Jayncee - I couldn't agree more! We purchased our 2007 Hunter 41 last May and absolutely love her. The build quality, design and sailibility totally out perform other boats in her class. She blew my socks off two weeks ago, reefed jib and mail she hit 8.3 in 15 - 18 knts of wind. We are preparing for a 12 day cruise starting this friday.
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Old 14-05-2008, 03:00   #264
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Location: Sydney, Australia
Boat: Endurance 35 Pilothouse Sloop
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I just joined the site and currently have an RL24 Drop keel version trailer sailer in OZ. She is fast and fun, just got to know how to handle her as she is tender. Before I had a Seaway 25 which, as I am often solo, got a bit heavy to launch etc but was a great sea boat for a TS. I took her out up the coast in 35knot+ winds in 4 to 5 mtre swells and not one wave came aboard. I am a bit crazy as i am planning a coastal trip to Port Stephens for the RL. You see it is all about seamanship and common sense really.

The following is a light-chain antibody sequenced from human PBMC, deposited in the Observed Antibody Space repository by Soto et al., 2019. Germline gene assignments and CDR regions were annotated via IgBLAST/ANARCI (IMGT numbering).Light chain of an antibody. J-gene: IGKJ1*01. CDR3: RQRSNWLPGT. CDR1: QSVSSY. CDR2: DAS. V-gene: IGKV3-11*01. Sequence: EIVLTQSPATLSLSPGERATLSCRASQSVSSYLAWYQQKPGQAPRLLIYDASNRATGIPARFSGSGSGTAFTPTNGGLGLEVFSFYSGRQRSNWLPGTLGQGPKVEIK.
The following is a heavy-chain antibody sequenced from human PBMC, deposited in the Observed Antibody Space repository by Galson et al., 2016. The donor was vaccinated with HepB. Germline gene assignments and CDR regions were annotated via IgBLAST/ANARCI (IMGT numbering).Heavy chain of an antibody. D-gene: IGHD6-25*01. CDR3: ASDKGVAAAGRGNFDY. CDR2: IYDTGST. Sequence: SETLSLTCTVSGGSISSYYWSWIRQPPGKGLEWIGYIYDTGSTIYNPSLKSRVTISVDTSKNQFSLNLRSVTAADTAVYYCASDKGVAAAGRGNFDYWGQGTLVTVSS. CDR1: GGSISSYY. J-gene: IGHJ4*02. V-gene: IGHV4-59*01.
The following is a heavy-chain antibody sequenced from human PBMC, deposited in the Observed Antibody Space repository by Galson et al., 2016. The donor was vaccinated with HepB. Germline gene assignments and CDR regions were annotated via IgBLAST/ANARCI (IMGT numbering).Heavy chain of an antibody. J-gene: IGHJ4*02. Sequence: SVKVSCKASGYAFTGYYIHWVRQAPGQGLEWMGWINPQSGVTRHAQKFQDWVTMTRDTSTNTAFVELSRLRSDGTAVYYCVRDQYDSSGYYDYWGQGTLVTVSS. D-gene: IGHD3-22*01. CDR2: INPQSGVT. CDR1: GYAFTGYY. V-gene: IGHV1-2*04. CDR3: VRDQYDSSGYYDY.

Get out there and do it in whatever you can, wherever you can before it is too late!
"Life is a daring adventure .... or nothing!" Helen Keller.
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Old 14-05-2008, 03:52   #265
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Location: Humacao, Puerto Rico
Boat: Beneteau 456
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Beneteau First 456